Punk Rock Is Good for Those Kids
By CBSMom on June 01, 2012
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“It socialized me and shaped my values. If you wanted to be part of the committee that booked bands, planned events and made decisions about the direction of the venue, then all you had to do was show up, commit to clean the place up, and submit your suggestion for consensus. That was DIY, an ethic that became a religion and taught teenagers about individual and collective responsibility.
Most importantly: it was supposed to be a place where you would be made to feel unwelcome if you groped someone in the pit; if you made a homophobic or racist remark; or if you engaged in otherwise destructive behavior.
You could be drunk or high and have sex — you weren’t supposed to be, but no one was really going to stop you — but if that translated into behavior that threatened others, your ass would be kicked out. It was filled with contradictions — a scene that supposedly glorified nihilism and free expression being so rigid? — but they were resolved, intellectually speaking, according to the baseline principle that those were the basic social responsibilities needed for the world in which we wanted to live to exist, a haven from the aggravating bullshit around us.”
How can we say an ethos like that is wrong? The genre is telling the truth, the way they see life, the way they see politics and not whitewashing it because their are kids out there. They are giving responsibility to kids and asking them, “What are you going to do with it?”
Too many kids are growing up entitled and expecting society to give them everything. It’s not real life and it isn’t going to happen. Punk rock has a history of “do it yourself” and make it happen.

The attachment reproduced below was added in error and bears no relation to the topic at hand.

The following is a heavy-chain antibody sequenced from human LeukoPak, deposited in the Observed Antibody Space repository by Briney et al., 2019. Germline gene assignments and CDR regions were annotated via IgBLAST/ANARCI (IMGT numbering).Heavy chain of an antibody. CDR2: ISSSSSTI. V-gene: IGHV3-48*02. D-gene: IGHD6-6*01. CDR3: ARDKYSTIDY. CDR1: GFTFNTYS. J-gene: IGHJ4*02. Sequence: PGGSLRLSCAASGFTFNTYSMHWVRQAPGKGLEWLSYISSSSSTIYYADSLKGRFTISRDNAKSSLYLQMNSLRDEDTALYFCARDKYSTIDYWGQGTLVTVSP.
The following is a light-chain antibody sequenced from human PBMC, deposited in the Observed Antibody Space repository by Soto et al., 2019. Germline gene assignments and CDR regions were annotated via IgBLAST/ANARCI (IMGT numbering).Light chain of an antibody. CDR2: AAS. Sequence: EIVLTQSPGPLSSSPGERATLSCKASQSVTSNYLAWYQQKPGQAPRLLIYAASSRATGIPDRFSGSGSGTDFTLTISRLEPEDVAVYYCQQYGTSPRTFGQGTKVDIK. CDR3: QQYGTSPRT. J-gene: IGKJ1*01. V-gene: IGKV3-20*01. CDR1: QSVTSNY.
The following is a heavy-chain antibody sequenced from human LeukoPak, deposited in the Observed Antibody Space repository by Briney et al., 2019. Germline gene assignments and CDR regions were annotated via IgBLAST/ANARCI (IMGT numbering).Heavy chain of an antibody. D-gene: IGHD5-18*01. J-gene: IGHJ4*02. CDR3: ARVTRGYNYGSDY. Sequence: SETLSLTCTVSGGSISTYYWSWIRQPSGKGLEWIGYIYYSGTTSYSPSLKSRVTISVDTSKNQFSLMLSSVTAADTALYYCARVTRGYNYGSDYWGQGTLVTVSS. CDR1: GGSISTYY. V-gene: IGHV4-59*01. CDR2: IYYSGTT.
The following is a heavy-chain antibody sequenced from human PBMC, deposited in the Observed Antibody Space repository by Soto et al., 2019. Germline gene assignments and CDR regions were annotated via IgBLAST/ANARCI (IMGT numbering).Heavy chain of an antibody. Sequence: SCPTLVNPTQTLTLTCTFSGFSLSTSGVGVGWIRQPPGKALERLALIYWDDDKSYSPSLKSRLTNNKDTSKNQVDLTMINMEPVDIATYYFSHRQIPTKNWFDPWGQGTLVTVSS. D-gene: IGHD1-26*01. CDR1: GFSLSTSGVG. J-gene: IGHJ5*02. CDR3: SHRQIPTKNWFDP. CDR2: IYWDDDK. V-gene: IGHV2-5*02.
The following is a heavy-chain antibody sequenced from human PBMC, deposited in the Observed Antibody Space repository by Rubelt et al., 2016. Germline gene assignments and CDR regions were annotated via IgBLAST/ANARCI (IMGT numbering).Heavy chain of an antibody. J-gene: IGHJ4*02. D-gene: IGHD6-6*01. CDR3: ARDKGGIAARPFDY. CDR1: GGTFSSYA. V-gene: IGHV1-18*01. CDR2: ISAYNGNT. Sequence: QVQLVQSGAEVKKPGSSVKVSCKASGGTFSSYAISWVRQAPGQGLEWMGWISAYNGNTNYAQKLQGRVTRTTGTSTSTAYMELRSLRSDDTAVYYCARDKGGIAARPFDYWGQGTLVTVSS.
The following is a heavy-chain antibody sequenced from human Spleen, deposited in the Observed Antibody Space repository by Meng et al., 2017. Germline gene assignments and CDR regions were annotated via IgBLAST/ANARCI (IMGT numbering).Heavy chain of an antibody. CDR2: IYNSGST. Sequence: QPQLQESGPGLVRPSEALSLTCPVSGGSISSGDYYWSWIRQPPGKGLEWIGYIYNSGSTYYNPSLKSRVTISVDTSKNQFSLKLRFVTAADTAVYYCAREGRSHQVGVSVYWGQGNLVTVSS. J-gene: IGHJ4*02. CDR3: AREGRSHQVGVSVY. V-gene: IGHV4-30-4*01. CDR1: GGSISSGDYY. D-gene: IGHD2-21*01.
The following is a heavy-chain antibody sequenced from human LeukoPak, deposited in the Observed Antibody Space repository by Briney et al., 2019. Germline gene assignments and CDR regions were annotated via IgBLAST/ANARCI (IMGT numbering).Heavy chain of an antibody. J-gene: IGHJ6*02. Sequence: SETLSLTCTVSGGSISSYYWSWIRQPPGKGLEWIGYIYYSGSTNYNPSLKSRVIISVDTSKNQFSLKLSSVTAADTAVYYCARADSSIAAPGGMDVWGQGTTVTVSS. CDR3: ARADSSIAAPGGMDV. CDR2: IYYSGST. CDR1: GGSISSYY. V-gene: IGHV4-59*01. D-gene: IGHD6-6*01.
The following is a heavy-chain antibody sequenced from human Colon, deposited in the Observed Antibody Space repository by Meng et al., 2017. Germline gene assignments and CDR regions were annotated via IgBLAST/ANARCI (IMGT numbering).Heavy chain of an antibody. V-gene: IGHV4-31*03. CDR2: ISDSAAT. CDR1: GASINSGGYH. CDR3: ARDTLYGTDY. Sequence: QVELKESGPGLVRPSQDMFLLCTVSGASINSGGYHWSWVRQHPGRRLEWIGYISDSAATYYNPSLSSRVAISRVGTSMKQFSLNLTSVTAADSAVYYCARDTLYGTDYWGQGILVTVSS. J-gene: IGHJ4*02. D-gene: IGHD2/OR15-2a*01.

Fitting in with the Misfits
There are lots of kids that don’t fit in. They aren’t jocks, they aren’t cheerleaders, they aren’t at the top of the class or the bottom of the class, they aren’t dressed like everyone else, the list goes on and on. The bottom line: they’ll fit in with the punk rock crowd.
Punk rock is not exclusive, it is inclusive. As Ackerman stated, punk rock was supposed to be a place where the instigators and, for lack of a better word, the mean people, were not accepted. You are encouraged to be yourself, be who you are. If you don’t have a crowd, make your own.
Saturday night I saw many different kinds of people. I briefly talked with a 39-year-old mom who was keeping an eye on her teenage son and some of his friends. Many of the people there were in their 30’s and 40’s. They had been fans of Pennywise since the beginning. The kids had nothing on these middle aged punk rockers.
If you have some aggression, some primal urge to get everything off your chest in a wild and crazy way, this is a great way to do it. Find a punk band you like, turn it up loud, and move until you can’t move anymore.
*It’s not a forward, it’s a forewarning, you are warned before you read that this will probably ruffle your feathers, if you are uptight like that.
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